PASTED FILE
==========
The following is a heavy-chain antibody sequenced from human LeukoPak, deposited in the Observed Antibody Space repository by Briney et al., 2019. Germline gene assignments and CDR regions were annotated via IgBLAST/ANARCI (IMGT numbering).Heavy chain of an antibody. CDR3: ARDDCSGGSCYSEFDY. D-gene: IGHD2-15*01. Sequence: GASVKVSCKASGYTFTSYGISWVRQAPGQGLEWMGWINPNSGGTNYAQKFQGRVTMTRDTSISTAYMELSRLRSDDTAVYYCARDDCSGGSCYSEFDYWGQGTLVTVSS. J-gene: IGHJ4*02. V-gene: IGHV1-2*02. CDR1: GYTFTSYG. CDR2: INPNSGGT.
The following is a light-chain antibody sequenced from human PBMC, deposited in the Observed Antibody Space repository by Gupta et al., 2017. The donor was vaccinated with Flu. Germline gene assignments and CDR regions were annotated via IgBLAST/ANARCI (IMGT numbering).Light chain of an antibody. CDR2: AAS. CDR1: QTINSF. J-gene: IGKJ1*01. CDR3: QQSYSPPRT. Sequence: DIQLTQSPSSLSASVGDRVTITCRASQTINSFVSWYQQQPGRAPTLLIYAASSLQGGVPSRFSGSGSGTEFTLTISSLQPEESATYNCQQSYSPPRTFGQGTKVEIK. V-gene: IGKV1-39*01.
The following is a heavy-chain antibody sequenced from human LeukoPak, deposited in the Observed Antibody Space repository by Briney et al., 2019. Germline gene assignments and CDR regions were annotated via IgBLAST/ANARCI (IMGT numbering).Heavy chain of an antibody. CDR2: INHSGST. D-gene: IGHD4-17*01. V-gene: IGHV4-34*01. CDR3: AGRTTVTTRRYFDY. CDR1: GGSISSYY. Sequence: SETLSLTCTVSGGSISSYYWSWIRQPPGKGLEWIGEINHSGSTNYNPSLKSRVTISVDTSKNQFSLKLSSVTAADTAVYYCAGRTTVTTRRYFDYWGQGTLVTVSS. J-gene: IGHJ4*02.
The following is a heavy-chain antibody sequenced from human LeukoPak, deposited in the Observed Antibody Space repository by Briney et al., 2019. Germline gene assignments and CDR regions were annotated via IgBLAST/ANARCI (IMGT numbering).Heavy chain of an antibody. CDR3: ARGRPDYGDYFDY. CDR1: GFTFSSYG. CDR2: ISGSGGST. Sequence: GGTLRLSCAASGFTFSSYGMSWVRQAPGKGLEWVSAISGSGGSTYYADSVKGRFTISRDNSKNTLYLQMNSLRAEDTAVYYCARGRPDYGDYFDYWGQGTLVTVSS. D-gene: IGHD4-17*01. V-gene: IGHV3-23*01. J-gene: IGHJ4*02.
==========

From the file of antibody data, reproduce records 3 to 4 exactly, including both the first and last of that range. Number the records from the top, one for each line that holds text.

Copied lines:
The following is a heavy-chain antibody sequenced from human LeukoPak, deposited in the Observed Antibody Space repository by Briney et al., 2019. Germline gene assignments and CDR regions were annotated via IgBLAST/ANARCI (IMGT numbering).Heavy chain of an antibody. CDR2: INHSGST. D-gene: IGHD4-17*01. V-gene: IGHV4-34*01. CDR3: AGRTTVTTRRYFDY. CDR1: GGSISSYY. Sequence: SETLSLTCTVSGGSISSYYWSWIRQPPGKGLEWIGEINHSGSTNYNPSLKSRVTISVDTSKNQFSLKLSSVTAADTAVYYCAGRTTVTTRRYFDYWGQGTLVTVSS. J-gene: IGHJ4*02.
The following is a heavy-chain antibody sequenced from human LeukoPak, deposited in the Observed Antibody Space repository by Briney et al., 2019. Germline gene assignments and CDR regions were annotated via IgBLAST/ANARCI (IMGT numbering).Heavy chain of an antibody. CDR3: ARGRPDYGDYFDY. CDR1: GFTFSSYG. CDR2: ISGSGGST. Sequence: GGTLRLSCAASGFTFSSYGMSWVRQAPGKGLEWVSAISGSGGSTYYADSVKGRFTISRDNSKNTLYLQMNSLRAEDTAVYYCARGRPDYGDYFDYWGQGTLVTVSS. D-gene: IGHD4-17*01. V-gene: IGHV3-23*01. J-gene: IGHJ4*02.